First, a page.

|Equipment and materials are chosen for compatibility across campus.||X||X||X|
|Equipment and materials are repaired, when feasible, before replacement becomes cost effective.||X||X|
|Prefer NC manufactured materials (concrete, lumber, steel, textiles, masonry).||X||X||X|
|Recycling and Reuse||I||II||III|
|Reuse materials when possible. Leftover scraps are placed in Shop Storage, Student Reuse Trailer or Campus Satellite Staging Areas.||X|
|Donate or allocate reusable materials. Input reuse information on Reuse Tracking Form. Order of diversion options: A.) Surplus, B.) Habitat for Humanity, C.) Waste Reduction and Recycling||X||X||X|
|Recycle what cannot be reused, with a goal of 75 percent diversion. Input waste information on LEED Online (Tier 1) or Construction Waste Management tracking sheet (Tier II and III).||X||X||X|
|Assure that building occupants have access to recycling.||X||X||X|
|Completed Lifecycle cost templates per State Construction Office requirement with narrative explanation for any phase of value engineering. Inclusion of building operations staff in value engineering reviews.||X|
|Energy model, with a summary of assumptions, attached.||X||X|
|Meters and sub-meters are tied into the Enterprise Level Control System.||X||X||X|
|Project’s measurement and verification plan was developed and attached (for LEED and SB 668 projects).||X|
|Target Energy Star and Water Sense energy and water efficiency levels. Energy savings are tracked on Request for Project Number form (Tier I and II). Energy savings are identified in AIM with Energy Management (Tier III).||X||X||X|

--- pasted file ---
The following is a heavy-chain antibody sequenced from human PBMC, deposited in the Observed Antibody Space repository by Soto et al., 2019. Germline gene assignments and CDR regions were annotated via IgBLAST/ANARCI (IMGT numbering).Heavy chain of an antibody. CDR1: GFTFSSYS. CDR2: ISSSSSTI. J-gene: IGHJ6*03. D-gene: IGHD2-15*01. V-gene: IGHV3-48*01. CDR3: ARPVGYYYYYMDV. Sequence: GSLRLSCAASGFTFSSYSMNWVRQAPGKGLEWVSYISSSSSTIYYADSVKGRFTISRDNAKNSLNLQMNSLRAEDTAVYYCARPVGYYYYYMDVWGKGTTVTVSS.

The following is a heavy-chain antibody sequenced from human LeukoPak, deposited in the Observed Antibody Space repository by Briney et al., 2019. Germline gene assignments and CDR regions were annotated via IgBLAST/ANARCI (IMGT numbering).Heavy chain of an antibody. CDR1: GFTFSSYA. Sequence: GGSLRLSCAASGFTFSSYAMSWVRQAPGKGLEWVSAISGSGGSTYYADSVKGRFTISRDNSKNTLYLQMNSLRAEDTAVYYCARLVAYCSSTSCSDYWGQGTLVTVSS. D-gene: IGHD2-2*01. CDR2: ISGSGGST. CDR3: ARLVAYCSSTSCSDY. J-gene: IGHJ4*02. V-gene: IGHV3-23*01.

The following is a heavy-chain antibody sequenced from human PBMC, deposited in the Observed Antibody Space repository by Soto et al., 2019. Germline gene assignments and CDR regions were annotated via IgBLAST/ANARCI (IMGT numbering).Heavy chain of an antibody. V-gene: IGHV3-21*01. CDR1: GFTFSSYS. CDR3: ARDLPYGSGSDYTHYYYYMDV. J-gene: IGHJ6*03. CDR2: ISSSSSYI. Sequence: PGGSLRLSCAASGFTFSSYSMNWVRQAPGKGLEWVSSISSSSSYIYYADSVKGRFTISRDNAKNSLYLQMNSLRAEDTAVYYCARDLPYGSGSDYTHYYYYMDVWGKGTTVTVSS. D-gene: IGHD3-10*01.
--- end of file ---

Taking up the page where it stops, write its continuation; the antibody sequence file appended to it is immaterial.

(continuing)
|Campus Satellite Staging Areas reduce total driving time and energy use.||X|
|Electronic as-built energy model, with summary of inputs and outputs, submitted.||X|
|LEED documentation submitted on LEED Online.||X|
|Complete sustainability lessons learned summary meeting.||X||X|
Additional Sustainable Building Features
Energy Star Certified Buildings
NC State has several ENERGY STAR™ certified buildings that have met strict energy performance standards and use approximately 35 percent less energy and carbon dioxide emissions than a typical building. Carroll, Tucker and Sullivan residence halls, as well as the Venture Buildings on Centennial Campus, have been awarded ENERGY STAR certification . To qualify for the ENERGY STAR™ designation, a building or manufacturing plant must score in the top 25 percent based on the EPA’s national energy performance rating system .
Efficient use of space in existing buildings reduce the need to construct new buildings. That’s why NC State has a robust space management initiative that tracks how campus building space is used and how space utilization can be maximized. Beginning in fall 2013, software will link office and research lab space with specific users of that space, revealing any underutilized space that could be repurposed for another campus use.
Green roofs incorporate a vegetative layer onto a rooftop, resulting in benefits such as reduced energy use, improved stormwater quality and decreased air pollution. NC State green roofs are located at Engineering Building III, JC Raulston Arboretum, James B. Hunt Jr. Library, Talley Student Union and Wolf Ridge Student Apartments.
How NC State Can Help
The university offers the following resources related to sustainable buildings:
- Green Building Resources from the NC Clean Energy Technology Center at NC State
- Home Environments Design Initiative
- Affordable Housing and Sustainable Communities